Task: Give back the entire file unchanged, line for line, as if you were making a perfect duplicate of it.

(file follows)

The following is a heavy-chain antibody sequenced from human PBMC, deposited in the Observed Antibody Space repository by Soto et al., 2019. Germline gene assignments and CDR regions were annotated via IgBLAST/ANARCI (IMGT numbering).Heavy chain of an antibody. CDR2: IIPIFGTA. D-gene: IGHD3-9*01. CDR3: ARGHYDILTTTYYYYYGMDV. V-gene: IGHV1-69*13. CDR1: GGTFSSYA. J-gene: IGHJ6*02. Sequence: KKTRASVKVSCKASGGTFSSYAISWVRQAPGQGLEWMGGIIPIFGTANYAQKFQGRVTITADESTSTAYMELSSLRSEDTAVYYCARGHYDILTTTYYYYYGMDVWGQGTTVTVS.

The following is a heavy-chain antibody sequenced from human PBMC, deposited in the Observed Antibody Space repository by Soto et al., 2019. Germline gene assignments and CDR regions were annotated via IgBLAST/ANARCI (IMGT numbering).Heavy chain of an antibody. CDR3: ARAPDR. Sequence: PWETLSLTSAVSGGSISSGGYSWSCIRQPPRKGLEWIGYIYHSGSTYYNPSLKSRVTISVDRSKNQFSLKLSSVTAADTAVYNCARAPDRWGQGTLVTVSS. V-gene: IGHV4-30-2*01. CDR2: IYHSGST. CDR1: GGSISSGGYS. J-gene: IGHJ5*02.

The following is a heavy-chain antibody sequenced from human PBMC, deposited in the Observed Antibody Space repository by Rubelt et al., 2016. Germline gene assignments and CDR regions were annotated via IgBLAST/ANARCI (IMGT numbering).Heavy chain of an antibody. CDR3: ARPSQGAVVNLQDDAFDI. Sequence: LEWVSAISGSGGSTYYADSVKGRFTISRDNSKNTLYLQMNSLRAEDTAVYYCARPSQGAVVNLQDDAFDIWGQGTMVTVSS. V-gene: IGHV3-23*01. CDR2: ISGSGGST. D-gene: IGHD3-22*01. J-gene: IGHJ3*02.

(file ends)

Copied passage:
The following is a heavy-chain antibody sequenced from human PBMC, deposited in the Observed Antibody Space repository by Soto et al., 2019. Germline gene assignments and CDR regions were annotated via IgBLAST/ANARCI (IMGT numbering).Heavy chain of an antibody. CDR2: IIPIFGTA. D-gene: IGHD3-9*01. CDR3: ARGHYDILTTTYYYYYGMDV. V-gene: IGHV1-69*13. CDR1: GGTFSSYA. J-gene: IGHJ6*02. Sequence: KKTRASVKVSCKASGGTFSSYAISWVRQAPGQGLEWMGGIIPIFGTANYAQKFQGRVTITADESTSTAYMELSSLRSEDTAVYYCARGHYDILTTTYYYYYGMDVWGQGTTVTVS.

The following is a heavy-chain antibody sequenced from human PBMC, deposited in the Observed Antibody Space repository by Soto et al., 2019. Germline gene assignments and CDR regions were annotated via IgBLAST/ANARCI (IMGT numbering).Heavy chain of an antibody. CDR3: ARAPDR. Sequence: PWETLSLTSAVSGGSISSGGYSWSCIRQPPRKGLEWIGYIYHSGSTYYNPSLKSRVTISVDRSKNQFSLKLSSVTAADTAVYNCARAPDRWGQGTLVTVSS. V-gene: IGHV4-30-2*01. CDR2: IYHSGST. CDR1: GGSISSGGYS. J-gene: IGHJ5*02.

The following is a heavy-chain antibody sequenced from human PBMC, deposited in the Observed Antibody Space repository by Rubelt et al., 2016. Germline gene assignments and CDR regions were annotated via IgBLAST/ANARCI (IMGT numbering).Heavy chain of an antibody. CDR3: ARPSQGAVVNLQDDAFDI. Sequence: LEWVSAISGSGGSTYYADSVKGRFTISRDNSKNTLYLQMNSLRAEDTAVYYCARPSQGAVVNLQDDAFDIWGQGTMVTVSS. V-gene: IGHV3-23*01. CDR2: ISGSGGST. D-gene: IGHD3-22*01. J-gene: IGHJ3*02.